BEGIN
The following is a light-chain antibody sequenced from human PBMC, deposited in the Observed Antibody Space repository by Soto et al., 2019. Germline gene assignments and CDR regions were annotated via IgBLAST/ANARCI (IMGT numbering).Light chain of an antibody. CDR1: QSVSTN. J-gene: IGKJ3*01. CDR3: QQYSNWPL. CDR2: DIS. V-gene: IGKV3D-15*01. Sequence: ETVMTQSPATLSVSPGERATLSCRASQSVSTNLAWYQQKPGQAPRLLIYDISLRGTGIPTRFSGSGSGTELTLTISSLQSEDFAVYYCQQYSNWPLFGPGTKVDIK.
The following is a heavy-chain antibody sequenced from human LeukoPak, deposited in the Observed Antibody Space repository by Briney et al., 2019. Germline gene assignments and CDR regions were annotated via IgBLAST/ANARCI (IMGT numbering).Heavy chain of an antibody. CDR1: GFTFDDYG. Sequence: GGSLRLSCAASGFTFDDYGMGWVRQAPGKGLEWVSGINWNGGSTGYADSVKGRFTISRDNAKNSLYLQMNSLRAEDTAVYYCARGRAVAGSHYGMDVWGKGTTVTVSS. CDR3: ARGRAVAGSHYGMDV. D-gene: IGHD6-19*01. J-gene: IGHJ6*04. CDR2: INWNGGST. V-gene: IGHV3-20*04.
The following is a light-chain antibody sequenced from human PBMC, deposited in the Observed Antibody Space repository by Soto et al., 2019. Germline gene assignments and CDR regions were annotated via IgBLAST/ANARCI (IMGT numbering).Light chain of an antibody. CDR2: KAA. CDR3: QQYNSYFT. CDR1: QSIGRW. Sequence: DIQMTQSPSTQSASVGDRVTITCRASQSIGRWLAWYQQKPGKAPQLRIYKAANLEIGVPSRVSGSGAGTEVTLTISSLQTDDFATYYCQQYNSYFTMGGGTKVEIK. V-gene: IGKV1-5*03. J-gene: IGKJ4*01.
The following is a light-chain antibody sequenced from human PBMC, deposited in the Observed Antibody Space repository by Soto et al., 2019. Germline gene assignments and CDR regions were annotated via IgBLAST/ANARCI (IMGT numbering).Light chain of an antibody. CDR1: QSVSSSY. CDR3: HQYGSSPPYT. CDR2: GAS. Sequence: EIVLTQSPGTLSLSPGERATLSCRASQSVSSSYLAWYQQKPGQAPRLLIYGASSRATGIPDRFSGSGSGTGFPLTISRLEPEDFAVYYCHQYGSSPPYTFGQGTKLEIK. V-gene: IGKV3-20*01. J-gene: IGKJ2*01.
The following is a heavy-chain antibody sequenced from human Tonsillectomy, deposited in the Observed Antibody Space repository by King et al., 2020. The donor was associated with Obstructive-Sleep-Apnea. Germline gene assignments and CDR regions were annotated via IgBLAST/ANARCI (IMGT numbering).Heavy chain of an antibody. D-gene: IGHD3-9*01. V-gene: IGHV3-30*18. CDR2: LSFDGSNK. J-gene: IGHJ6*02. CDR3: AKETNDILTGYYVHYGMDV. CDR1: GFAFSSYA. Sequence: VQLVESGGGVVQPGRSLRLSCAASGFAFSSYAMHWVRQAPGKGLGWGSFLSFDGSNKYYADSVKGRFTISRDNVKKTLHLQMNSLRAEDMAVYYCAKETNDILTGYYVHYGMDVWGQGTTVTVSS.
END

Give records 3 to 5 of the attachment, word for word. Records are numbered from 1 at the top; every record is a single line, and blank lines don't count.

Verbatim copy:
The following is a light-chain antibody sequenced from human PBMC, deposited in the Observed Antibody Space repository by Soto et al., 2019. Germline gene assignments and CDR regions were annotated via IgBLAST/ANARCI (IMGT numbering).Light chain of an antibody. CDR2: KAA. CDR3: QQYNSYFT. CDR1: QSIGRW. Sequence: DIQMTQSPSTQSASVGDRVTITCRASQSIGRWLAWYQQKPGKAPQLRIYKAANLEIGVPSRVSGSGAGTEVTLTISSLQTDDFATYYCQQYNSYFTMGGGTKVEIK. V-gene: IGKV1-5*03. J-gene: IGKJ4*01.
The following is a light-chain antibody sequenced from human PBMC, deposited in the Observed Antibody Space repository by Soto et al., 2019. Germline gene assignments and CDR regions were annotated via IgBLAST/ANARCI (IMGT numbering).Light chain of an antibody. CDR1: QSVSSSY. CDR3: HQYGSSPPYT. CDR2: GAS. Sequence: EIVLTQSPGTLSLSPGERATLSCRASQSVSSSYLAWYQQKPGQAPRLLIYGASSRATGIPDRFSGSGSGTGFPLTISRLEPEDFAVYYCHQYGSSPPYTFGQGTKLEIK. V-gene: IGKV3-20*01. J-gene: IGKJ2*01.
The following is a heavy-chain antibody sequenced from human Tonsillectomy, deposited in the Observed Antibody Space repository by King et al., 2020. The donor was associated with Obstructive-Sleep-Apnea. Germline gene assignments and CDR regions were annotated via IgBLAST/ANARCI (IMGT numbering).Heavy chain of an antibody. D-gene: IGHD3-9*01. V-gene: IGHV3-30*18. CDR2: LSFDGSNK. J-gene: IGHJ6*02. CDR3: AKETNDILTGYYVHYGMDV. CDR1: GFAFSSYA. Sequence: VQLVESGGGVVQPGRSLRLSCAASGFAFSSYAMHWVRQAPGKGLGWGSFLSFDGSNKYYADSVKGRFTISRDNVKKTLHLQMNSLRAEDMAVYYCAKETNDILTGYYVHYGMDVWGQGTTVTVSS.